Othello Study Guide

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Othello is chronologically

the first of Shakespeare’s Jacobean tragedies, written during the reign of King James I (1603-25). (In Latin, the word for James is “Jacobus.”) the second, after Hamlet, of Shakespeare’s “four great tragedies.”

In the Renaissance, a novella (an Italian word that literally means “a little new thing”) was a short prose tale. In literature today, however, what is a novella? Who wrote the Italian novella that was Shakespeare’s main source for Othello? When did Shakespeare write Othello?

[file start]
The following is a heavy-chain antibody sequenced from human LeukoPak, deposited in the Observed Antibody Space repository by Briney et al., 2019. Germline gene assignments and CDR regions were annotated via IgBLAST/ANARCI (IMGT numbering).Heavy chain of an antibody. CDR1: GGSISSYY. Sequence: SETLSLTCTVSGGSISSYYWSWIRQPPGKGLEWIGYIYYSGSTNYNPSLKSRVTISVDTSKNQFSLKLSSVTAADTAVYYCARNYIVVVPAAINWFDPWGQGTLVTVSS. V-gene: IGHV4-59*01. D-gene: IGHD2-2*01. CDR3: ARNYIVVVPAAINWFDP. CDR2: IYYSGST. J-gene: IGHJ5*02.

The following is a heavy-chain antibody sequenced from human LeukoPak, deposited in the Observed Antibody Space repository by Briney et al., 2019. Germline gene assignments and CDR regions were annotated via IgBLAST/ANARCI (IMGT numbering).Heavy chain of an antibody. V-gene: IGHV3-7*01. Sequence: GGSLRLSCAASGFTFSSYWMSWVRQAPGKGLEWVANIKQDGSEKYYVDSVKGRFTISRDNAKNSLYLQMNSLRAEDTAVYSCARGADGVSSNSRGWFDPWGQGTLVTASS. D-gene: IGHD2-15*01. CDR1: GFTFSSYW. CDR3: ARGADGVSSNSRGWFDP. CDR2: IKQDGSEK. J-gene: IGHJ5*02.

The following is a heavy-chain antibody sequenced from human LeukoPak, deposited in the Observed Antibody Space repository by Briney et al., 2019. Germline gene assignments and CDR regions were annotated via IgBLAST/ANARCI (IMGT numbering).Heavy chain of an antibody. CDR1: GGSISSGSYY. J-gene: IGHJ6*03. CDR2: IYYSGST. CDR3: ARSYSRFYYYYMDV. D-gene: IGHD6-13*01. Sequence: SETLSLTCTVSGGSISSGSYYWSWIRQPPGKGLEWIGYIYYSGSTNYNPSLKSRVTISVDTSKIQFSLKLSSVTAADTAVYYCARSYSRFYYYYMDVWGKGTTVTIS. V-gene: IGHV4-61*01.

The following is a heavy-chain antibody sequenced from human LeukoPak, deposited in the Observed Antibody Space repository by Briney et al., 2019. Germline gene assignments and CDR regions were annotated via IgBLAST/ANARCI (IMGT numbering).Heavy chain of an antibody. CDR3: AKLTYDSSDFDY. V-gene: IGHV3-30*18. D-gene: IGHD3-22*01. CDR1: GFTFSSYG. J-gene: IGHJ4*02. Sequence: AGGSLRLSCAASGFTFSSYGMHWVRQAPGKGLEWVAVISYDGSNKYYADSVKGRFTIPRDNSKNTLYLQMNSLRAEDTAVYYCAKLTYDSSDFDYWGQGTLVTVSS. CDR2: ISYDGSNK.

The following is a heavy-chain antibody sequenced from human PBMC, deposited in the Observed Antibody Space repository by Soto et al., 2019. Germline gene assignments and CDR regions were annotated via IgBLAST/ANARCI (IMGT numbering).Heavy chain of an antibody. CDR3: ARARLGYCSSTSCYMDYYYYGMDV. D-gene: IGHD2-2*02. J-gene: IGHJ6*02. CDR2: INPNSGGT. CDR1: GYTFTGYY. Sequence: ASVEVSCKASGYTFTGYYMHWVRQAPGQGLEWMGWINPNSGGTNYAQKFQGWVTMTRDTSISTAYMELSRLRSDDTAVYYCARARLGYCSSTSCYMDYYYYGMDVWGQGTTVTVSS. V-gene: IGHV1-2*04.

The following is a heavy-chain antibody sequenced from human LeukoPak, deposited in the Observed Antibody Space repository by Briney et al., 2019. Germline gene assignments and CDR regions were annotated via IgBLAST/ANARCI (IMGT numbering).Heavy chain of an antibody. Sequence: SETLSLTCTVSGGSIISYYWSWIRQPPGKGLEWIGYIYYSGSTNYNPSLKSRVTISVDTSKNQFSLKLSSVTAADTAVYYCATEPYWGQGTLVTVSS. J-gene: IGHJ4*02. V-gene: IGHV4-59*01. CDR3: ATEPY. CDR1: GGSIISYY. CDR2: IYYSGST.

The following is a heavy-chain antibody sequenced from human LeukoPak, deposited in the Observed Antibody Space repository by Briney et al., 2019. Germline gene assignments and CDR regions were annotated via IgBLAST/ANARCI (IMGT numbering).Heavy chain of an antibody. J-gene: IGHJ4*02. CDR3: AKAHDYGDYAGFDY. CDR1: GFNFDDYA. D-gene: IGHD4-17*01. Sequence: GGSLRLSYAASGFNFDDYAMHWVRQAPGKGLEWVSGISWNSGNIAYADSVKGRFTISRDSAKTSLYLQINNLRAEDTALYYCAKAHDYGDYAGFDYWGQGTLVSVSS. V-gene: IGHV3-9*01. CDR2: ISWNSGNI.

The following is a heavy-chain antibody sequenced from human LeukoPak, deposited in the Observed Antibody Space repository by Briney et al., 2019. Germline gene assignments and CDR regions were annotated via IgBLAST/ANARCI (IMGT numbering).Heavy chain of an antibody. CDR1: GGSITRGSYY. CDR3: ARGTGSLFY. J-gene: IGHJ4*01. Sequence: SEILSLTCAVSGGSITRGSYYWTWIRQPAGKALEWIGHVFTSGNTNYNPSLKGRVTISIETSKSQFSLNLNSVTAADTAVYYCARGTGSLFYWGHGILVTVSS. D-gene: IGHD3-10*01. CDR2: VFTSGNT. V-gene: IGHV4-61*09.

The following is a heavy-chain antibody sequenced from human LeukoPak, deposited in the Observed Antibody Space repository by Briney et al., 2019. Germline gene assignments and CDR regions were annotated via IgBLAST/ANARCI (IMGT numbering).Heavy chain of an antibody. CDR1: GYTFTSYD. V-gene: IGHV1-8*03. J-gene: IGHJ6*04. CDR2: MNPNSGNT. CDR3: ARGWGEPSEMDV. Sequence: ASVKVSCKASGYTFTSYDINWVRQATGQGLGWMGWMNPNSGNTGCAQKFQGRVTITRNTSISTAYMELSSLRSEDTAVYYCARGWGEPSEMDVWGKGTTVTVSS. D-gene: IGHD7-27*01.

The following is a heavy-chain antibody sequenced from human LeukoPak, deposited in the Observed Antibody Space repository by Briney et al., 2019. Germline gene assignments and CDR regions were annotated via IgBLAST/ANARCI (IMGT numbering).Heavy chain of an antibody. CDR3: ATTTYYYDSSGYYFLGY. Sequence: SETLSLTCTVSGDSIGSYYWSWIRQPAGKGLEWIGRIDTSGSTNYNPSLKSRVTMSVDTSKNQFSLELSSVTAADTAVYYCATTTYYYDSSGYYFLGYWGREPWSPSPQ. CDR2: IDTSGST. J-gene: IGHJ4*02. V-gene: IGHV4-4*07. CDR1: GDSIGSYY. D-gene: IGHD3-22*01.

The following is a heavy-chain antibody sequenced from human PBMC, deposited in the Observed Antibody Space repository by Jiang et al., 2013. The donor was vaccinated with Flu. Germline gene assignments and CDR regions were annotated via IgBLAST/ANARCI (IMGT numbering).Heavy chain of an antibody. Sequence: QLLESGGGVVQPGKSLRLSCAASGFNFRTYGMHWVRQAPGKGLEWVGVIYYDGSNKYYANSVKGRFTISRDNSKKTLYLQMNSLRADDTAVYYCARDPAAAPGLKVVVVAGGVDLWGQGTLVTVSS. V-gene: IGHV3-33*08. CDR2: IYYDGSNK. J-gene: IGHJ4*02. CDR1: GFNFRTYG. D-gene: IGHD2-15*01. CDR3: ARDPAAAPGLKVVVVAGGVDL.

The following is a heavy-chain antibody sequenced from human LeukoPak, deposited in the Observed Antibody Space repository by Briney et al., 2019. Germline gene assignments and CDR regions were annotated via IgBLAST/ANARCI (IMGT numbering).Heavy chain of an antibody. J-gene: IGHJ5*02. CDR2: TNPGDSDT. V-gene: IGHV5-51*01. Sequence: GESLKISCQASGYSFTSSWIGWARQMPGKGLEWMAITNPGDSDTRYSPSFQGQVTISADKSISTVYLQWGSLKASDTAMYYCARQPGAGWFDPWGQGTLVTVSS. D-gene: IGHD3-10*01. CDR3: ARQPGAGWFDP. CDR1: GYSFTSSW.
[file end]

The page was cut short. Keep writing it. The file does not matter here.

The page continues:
What is the full title of this play? In what sense does the title contain an oxymoron or contradiction in terms? In Early Modern English, the word “Moor” could refer to either a black African or an Arab from Northern Africa. Which kind of Moor do the lines of the play suggest? Prior knowledge or extra-credit research: What is Verdi’s Otello, and what is its relationship to Shakespeare’s Othello? What city provides the setting of act 1? What island provides the setting of acts 2-5? How do these settings sharply contrast with each other? This play is said to use “double time” in that some events would appear to take much longer to occur than the three days that supposedly elapse from the beginning to the end of the play. What inconsistencies arise concerning the amount of time required for each of the following events? What passages suggest these inconsistencies? Time for Iago repeatedly to ask Emilia to steal Desdemona’s handkerchief Time for Desdemona to have had many sexual encounters with Cassio Time for Cassio to have stayed away from Bianca for a week
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